Of course. Besides the huge and immediate economic disaster that his presidency represents, the incredibly challenging foreign policy predicaments he will put us in. I would not put it past Putin to on the day Trump is elected march into the rest of the Ukraine and then takes over the rest of the Baltic states of Latvia, Lithuania and Estonia — something that Trump has essentially given him permission to do. But let’s assume the world isn’t completely falling apart, that there is still an economy a few hours after he is elected. I think African-Americans are at the greatest jeopardy, as they’ve been since the Civil Rights Act and the Voting Rights Act of the mid-1960s.
Does his perceived racism serve a larger purpose?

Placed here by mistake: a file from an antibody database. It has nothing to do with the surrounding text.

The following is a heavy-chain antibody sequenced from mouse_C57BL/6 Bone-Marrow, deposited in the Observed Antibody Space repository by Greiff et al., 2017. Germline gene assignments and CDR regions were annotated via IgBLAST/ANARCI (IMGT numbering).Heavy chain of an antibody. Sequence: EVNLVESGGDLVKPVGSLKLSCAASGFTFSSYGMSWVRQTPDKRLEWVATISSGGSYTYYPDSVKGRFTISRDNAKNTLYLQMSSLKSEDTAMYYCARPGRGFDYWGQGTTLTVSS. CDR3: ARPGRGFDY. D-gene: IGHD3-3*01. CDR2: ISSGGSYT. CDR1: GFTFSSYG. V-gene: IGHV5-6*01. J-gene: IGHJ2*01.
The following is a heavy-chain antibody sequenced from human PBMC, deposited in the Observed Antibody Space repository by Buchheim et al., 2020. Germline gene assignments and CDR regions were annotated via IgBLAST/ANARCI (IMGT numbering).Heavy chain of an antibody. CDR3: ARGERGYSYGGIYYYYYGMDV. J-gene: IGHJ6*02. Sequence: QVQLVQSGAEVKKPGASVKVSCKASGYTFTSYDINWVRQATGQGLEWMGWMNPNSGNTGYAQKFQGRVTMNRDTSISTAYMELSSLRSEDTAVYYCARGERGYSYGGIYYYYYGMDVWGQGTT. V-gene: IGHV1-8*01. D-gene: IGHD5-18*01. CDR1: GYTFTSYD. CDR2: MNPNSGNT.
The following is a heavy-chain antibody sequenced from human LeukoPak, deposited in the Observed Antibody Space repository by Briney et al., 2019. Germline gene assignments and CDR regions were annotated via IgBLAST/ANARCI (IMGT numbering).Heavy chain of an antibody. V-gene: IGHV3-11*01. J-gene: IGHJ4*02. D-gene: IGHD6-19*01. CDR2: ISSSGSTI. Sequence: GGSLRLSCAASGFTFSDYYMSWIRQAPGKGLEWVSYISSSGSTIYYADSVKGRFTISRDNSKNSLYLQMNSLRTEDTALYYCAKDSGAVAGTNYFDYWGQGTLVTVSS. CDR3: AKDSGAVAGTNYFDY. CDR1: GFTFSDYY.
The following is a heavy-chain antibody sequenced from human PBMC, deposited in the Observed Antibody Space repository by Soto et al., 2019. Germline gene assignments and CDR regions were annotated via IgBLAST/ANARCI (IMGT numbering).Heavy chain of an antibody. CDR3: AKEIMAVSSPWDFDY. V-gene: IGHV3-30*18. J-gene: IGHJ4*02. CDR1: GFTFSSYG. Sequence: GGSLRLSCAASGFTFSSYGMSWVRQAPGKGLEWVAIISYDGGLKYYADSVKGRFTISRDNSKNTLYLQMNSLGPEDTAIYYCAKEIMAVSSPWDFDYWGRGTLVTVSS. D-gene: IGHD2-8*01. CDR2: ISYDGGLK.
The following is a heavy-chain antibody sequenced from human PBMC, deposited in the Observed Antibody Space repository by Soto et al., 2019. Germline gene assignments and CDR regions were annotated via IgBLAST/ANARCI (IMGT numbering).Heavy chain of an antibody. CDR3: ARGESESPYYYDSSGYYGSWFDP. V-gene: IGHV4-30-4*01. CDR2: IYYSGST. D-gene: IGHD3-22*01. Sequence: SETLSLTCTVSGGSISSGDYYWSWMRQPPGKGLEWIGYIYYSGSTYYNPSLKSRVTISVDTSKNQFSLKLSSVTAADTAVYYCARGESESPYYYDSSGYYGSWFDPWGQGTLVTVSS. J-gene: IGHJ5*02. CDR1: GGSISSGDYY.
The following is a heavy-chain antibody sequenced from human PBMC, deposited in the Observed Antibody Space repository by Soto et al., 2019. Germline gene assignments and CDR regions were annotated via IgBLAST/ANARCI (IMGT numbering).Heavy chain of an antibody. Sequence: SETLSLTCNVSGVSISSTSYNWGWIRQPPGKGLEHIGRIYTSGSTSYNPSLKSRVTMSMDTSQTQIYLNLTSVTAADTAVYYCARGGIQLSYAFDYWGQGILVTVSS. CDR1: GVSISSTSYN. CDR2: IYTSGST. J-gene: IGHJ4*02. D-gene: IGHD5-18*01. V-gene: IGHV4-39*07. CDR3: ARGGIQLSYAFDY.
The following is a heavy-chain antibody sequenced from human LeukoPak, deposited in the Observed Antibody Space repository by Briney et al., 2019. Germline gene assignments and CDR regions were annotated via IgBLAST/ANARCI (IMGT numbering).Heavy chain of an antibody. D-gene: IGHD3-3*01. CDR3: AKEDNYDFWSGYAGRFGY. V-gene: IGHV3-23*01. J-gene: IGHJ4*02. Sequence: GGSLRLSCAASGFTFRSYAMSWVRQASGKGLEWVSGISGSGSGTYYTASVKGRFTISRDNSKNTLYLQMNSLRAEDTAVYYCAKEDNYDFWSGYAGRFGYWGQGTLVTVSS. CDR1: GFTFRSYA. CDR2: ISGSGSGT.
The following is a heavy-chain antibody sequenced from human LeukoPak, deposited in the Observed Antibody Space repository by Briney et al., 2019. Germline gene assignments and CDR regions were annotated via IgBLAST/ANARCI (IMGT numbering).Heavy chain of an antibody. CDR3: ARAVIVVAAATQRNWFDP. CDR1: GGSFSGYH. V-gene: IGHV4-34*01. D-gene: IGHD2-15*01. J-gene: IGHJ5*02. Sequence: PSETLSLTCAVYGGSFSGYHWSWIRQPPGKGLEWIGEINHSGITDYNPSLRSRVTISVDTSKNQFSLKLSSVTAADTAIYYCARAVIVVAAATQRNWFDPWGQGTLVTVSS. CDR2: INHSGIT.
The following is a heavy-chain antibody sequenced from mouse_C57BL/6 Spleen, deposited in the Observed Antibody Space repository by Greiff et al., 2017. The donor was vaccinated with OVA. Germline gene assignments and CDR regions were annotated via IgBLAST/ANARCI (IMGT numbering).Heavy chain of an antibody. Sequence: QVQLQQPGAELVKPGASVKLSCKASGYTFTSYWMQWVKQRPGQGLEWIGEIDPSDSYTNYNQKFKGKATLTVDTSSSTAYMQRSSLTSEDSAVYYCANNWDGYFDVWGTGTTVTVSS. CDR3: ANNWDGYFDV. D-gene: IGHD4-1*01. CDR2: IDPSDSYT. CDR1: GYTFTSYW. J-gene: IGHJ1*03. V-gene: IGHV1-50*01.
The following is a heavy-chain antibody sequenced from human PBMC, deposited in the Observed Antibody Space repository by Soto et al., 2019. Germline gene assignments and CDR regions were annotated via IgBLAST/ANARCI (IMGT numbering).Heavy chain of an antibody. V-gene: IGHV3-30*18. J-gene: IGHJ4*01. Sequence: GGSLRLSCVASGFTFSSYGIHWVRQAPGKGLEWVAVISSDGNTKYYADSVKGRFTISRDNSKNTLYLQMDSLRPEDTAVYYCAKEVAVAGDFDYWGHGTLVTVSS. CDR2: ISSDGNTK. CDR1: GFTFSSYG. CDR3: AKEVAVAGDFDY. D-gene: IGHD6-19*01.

The fact that Trump is playing with these lives, this is beyond racism. This is just the classic demonization that demagogues and dictators employ. We’re better than this and the vulgarity of this is shocking and extreme to me. Sorry to rant but I just got out of a lecture and read what he was saying and I can’t believe he would bring it up. To me, this is the Muslim thing all over again. He cannot stop demonizing people. He says that he has a superior intellect because of his German background. That’s Aryan superiority. I mean, come on, we’ve done this before.
I spoke recently with a Nazi humor expert who was reluctant to draw a direct line between Hitler and Trump. You demonstrate no such reluctance.